bio | website | ime.usp.br/~tausk |
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location | São Paulo - Brazil | |
age | 39 | |
visits | member for | 4 years, 11 months |
seen | May 1 '12 at 1:18 | |
stats | profile views | 586 |
Associate Professor, Mathematics Department, University of São Paulo, Brazil
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Dec
22 |
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Dec
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Dec
18 |
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Essential self-adjointness of differential operators on compact manifolds
Let me add another comment to set the record straight: if $L$ is $\frac{d}{dx}\sin(x)\frac{d}{dx}$ defined in $C^\infty(S^1)$ and $L'$ is one of the several self-adjoint extensions of $L$ then, while the unitary flow $e^{itL'}$ does not preserve $C^\infty(S^1)$ (otherwise $L$ would be essentially self-adjoint), the map $\psi(t)=e^{itL'}\psi(0)$ solves the associated PDE $\frac{d}{dt}\psi=iL\psi$ in a perfectly reasonable sense, because it solves $\frac{d}{dt}\psi=iL'\psi$ and $L'$ is just the restriction to some subspace of $L^2(S^1)$ of the extension of $L$ to distributions. |
Dec
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Dec
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revised |
Essential self-adjointness of differential operators on compact manifolds
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Dec
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Dec
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accepted | Essential self-adjointness of differential operators on compact manifolds |
Dec
17 |
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Essential self-adjointness of differential operators on compact manifolds
Double checked. $L=\frac{d}{dx}\sin(x)\frac{d}{dx}$ is not essentially self-adjoint in $C^\infty(S^1)$. Thanks. |
Dec
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Dec
16 |
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Essential self-adjointness of differential operators on compact manifolds
I think that in the Coulomb potential example you have an open set (not a zero measure set) of initial conditions (electrons that start too slow) that end up in the singularity in finite time. In any case, it seems that you are right about the original issue. $L=\frac{d}{dx}\sin(x)\frac{d}{dx}$ is not essentially self-adjoint in $C^\infty(S^1)$. Boring computations with Fourier series yield a non zero solution of $(L^*+i)\psi=0$. So you solved the problem. But I should recheck my computations before I assert that more confidently. |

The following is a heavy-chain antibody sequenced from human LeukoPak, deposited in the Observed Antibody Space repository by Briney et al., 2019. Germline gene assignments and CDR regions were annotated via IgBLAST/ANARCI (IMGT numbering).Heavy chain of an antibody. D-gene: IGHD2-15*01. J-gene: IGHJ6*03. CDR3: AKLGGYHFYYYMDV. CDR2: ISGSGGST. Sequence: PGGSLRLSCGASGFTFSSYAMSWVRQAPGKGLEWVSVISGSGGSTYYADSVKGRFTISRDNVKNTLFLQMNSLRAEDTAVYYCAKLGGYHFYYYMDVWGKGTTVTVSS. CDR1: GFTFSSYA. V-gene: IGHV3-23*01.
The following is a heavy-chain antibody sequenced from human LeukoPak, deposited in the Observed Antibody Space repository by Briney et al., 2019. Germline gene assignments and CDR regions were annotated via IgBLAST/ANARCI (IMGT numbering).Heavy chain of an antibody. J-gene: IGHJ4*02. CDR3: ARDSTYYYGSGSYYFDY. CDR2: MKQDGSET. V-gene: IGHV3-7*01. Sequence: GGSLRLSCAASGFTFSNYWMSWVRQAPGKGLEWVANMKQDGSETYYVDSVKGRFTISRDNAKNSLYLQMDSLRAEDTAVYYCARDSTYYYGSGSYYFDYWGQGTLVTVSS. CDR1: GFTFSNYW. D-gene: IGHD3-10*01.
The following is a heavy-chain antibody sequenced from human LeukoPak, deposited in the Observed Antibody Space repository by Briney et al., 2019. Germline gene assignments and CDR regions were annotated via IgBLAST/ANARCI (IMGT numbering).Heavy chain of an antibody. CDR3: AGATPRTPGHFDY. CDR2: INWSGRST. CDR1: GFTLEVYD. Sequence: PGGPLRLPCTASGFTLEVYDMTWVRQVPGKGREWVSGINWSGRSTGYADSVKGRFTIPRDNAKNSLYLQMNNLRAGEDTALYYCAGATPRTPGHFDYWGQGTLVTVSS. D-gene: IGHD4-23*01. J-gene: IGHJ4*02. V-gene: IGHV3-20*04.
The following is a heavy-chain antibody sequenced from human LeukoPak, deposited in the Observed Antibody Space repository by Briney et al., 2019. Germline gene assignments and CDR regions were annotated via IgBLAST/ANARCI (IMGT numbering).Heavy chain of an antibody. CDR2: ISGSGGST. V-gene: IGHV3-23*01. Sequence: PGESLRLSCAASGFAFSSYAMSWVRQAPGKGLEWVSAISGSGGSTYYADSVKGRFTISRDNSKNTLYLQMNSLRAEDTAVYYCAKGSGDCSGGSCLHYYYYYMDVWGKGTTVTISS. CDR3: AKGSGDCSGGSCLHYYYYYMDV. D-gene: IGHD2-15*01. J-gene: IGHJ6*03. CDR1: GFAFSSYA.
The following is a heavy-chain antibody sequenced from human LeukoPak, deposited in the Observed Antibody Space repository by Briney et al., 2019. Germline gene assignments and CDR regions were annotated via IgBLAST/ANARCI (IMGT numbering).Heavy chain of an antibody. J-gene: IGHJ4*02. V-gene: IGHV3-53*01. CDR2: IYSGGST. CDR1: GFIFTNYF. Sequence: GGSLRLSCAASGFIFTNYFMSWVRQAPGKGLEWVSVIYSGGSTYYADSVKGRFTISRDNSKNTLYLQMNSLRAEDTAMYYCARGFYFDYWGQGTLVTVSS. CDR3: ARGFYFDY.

Dec
15 |
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Essential self-adjointness of differential operators on compact manifolds
Right. Thanks. Though, thinking a bit more about this, there are very simple examples in which classical trajectories die in finite time, while the quantum problem is complete. Say, one electron in Coulomb potential: several classical trajectories die in finite time with the electron falling into the singularity (say, if the electron starts at rest), while the corresponding quantum Hamiltonian is essentially self-adjoint in $C^{\infty}_c(\mathbb{R}^3)$. |
Dec
15 |
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Essential self-adjointness of differential operators on compact manifolds
By the way, if you take $L=\frac{d}{dx}\sin(x)\frac{d}{dx}$ (which is the simplest example of a symmetric operator with principal part $\sin(x)\frac{d^2}{dx^2}$) then $L$ surely admits one self-adjoint extension (because its coefficients are real functions) and such a self-adjoint extension does generate a unitary propagator $e^{itL}$. I don't know, though, whether $L$ is essentially self-adjoint. Since $L$ is quite simple I maybe able to figure that out "by hand". |
Dec
15 |
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Essential self-adjointness of differential operators on compact manifolds
Just to make sure I understand what you are talking about (and maybe I don't), when you say "corresponding classical problem" you mean "classical" as in "classical versus quantum", with a quantization rule like replacing $\xi$ with $-i\frac{d}{dx}$ in the classical Hamiltonian? If that's the case, is there a mathematical reason for believing that the two problems (the "classical" and the "quantum") are related or are you just relying on insights coming from physics? |
Nov
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answered | Analogies between orthogonal/unitary groups and their indefinite counterparts |
Nov
24 |
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Essential self-adjointness of differential operators on compact manifolds
Correcting small imprecision of my previous comment: if $L$ is first-order (symmetric) then $L=-i\big(X+\frac12\mathrm{div}(X)\big)+V$, with $V$ the multiplication operator by a smooth real-valued function. Since $V$ is bounded self-adjoint, the conclusion is the same... |
Nov
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Essential self-adjointness of differential operators on compact manifolds
($F_t$ denotes the flow of $X$). |
Nov
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Essential self-adjointness of differential operators on compact manifolds
By the way, the answer is also affirmative if $L$ is first-order. In that case, $L=-i\big(X+\frac12\mathrm{div}(X)\big)$, with $X$ a smooth vector field in $M$. Since $M$ is compact, $X$ is complete and we obtain $L$ as the generator of a one-parameter unitary group $U_t(f)=(f\circ F_t)\sqrt{\det\mathrm{d}F_t}$, which leaves $C^\infty(M)$ invariant. Thus $L$ is essentially self-adjoint on $C^\infty(M)$. |
Nov
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Essential self-adjointness of differential operators on compact manifolds
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